In an auditorium packed with opponents of hydraulic fracturing, Oneonta Mayor Dick Miller drew hoots and boos Wednesday night when he contended there is “no connection” between plans to build the $750 million Constitution pipeline and the controversy over shale gas drilling.
Speaking at the fourth and final federal scoping hearing on the pipeline project, Miller was interrupted several times by jeers as he tried to defend the proposed natural gas transmission system, arguing it has been unfairly entwined with the controversy over hydrofracking.
Urging his hecklers to let him speak, he insisted: “Pipelines are safe — they pose no threats to our lakes.”
Miller, noting he personally opposes fracking, said he backs the pipeline because he believes it will create jobs and make low-cost natural gas available to the region. He also said he believes the pipeline would be “less intrusive” than Interstate 88.
But in the first hour and 40 minutes of the hearing held by the Federal Energy Regulatory Commission at Foothills Performing Arts and Civic Center, Miller was the lone voice in favor of the pipeline.
Before numerous landowners who own property that would potentially by traversed by the pipeline argued it would damage the environment and hurt their property values, several local elected officials registered their opposition to the project.
“It may be completely unnecessary to start with,” contended Town of Otsego Board Member Julie Huntsman. She called on FERC to “do due diligence” in examining whether existing pipelines could carry the gas to the locales where the pipeline planners — Williams Partners and Cabot Oil and Gas — say they want to send it: the Boston and New York City markets.
Sharply disagreeing with Miller’s claims, Otsego County Rep. John Kosmer, D-Fly Creek, the new deputy chairman of the county Democratic Committee, told the FERC panel that he sees the project as “inexorably tied to fracking and liquified natural gas export.”
His fellow county Rep. Gary Koutnik, D-City of Oneonta, also argued that FERC should consider the pipeline project as being linked to the energy industry’s appetite for expanded hydrofracking, pointing to statements earlier this year by the chief executive officer of Williams, Alan Armstong.
Armstrong, he noted, was quoted in a Williams press release aimed at the investor community as stating: “We’re putting together the kind of infrastructure that makes drilling in the Marcellus (Shale) even more desirable for producers because we provide large-scale infrastructure solutions that connect producers’ natural gas and natural gas liquids to the best markets.”
The county board that includes Koutnik and Kosmer earlier this month backed a resolution proclaiming support for the economic benefits that the county could accrue if the pipeline were to be partially built in Otsego County near the I-88 corridor. The two opposed the resolution. Two members of the same board who favor the pipeline, Rep. James Powers, R-Butternuts, and Pauline Koren, R-Milford, were in the audience Wednesday nigh but opted not to take advantage of a protocol that allowed elected officials to speak before other citizens.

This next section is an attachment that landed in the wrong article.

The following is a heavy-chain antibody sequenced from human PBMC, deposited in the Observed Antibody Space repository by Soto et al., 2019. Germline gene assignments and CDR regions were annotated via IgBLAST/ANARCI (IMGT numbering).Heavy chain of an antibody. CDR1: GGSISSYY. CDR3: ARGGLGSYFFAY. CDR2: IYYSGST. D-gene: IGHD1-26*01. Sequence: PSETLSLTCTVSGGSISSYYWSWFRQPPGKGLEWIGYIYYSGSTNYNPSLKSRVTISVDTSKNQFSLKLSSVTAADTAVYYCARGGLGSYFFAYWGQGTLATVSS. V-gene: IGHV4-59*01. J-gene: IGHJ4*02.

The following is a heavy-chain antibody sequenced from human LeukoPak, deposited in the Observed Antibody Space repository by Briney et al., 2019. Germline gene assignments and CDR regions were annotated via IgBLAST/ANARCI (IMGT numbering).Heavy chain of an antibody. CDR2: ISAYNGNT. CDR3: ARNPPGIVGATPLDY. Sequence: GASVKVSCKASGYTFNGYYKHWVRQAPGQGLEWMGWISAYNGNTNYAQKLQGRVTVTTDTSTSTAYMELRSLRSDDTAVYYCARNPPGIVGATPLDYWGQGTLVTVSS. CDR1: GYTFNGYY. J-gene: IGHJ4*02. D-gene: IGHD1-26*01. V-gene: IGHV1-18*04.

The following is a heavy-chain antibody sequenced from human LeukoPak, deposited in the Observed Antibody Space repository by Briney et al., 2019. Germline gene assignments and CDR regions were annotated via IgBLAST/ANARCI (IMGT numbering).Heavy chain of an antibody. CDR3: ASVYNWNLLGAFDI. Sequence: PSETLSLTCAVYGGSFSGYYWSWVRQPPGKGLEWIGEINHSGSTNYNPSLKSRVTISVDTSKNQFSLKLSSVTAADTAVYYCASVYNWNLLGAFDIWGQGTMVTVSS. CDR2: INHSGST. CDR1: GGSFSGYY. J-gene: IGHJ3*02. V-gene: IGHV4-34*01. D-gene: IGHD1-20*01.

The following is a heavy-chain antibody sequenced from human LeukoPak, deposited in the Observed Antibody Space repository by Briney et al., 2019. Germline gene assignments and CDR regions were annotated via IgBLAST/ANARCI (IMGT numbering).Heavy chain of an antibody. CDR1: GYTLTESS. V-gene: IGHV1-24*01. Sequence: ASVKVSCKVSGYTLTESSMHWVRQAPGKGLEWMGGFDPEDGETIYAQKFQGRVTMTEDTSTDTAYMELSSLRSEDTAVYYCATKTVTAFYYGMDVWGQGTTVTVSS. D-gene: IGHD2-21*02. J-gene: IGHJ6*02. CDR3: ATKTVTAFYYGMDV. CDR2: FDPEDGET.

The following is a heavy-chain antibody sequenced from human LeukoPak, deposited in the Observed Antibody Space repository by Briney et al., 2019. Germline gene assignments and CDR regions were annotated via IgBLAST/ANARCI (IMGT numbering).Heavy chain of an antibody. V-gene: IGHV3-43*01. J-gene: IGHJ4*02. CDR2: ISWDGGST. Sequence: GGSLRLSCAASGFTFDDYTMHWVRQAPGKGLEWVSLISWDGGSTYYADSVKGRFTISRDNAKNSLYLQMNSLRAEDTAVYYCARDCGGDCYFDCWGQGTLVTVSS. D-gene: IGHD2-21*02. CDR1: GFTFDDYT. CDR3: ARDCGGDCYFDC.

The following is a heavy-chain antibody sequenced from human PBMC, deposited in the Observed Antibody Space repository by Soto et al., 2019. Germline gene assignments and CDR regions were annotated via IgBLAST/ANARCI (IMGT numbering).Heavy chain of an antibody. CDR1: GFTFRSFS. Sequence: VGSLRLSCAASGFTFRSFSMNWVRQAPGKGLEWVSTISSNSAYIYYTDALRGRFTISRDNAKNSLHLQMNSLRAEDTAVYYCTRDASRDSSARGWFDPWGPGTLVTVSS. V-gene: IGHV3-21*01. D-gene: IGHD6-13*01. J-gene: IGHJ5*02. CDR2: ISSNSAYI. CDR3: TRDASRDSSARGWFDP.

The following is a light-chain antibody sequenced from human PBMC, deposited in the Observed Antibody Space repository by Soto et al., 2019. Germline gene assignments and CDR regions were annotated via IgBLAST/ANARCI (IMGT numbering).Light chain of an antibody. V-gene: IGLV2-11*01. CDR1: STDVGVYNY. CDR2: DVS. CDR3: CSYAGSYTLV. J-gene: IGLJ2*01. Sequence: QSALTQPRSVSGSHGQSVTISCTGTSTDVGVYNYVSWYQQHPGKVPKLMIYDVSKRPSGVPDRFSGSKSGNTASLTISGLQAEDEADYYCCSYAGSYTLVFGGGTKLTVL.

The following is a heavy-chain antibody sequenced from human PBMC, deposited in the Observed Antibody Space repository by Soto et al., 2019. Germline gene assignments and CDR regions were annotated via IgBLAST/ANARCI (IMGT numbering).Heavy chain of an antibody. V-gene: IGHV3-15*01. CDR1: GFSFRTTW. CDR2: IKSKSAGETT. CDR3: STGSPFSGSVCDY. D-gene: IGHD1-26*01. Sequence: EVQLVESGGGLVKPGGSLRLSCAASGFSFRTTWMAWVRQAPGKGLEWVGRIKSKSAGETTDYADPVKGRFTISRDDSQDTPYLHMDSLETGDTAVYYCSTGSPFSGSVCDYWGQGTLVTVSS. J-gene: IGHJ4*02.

Milford Town Supervisor Chris Harmon, a Democrat and a farmer who rode into office last year on an anti-fracking platform, told FERC that his town board this month passed a resolution in opposition to the pipeline — even though the proposed pathway would not run through the town.
Darla Youngs, executive director of the Otsego County Conservation Association, urged FERC to consider alternatives to permitting a new pipeline, such as promoting greater development of wind and solar-power projects. She said the federal agency should examine the implications such a project would have on property value and the ability of property owners to to maintain their insurance policies.
Landowner James Baldo of the town of Oneonta said he initially gave his approval to a pipeline representative to conduct a survey of his property after he was told that the line would cross a nearby ridge, but would not dissect his property. However, when he viewed the latest map for the alternative route, he saw that the line was not running across the ridge but cutting through his land.
“It doesn’t seem right that I was misled and misinformed by a representative of the pipeline people,” he said.
Also voicing staunch opposition to the project was Richmondville landowner Kimberly Merenz, who noted she works for the U.S. Department of Agriculture but was not representing that agency. She said installing the pipeline could lead to serious soil erosion and produce groundwater contamination. Merenz also noted that there have been 19 minor earthquakes recorded within a few miles of the site where a related compressor station would be build in the town of Wright, and that the region experienced one earthquake that registered a magnitude of 4.1.
The FERC panel also listened as William Cooke, a Schoharie County hog farmer and activist with Citizens Campaign for the Environment, said the project would end up benefiting energy consumers in China, Korean and Japan at the same time that it is “going to crash our property values.” he also argued the federal agency shouldn’t trust a gas industry that has been cited for hundreds of health, safety and environmental violations in Pennsylvania.
“This is New York — and we will stand and we will fight,” Cooke said.
Another pipeline foe, Barbara Loeffler of Davenport, said the region thrives because of its abundance of clean water. But fracking, she argued, requires the usage of millions of gallons of water.
“Oneonta will be a dust bowl without water,” she said.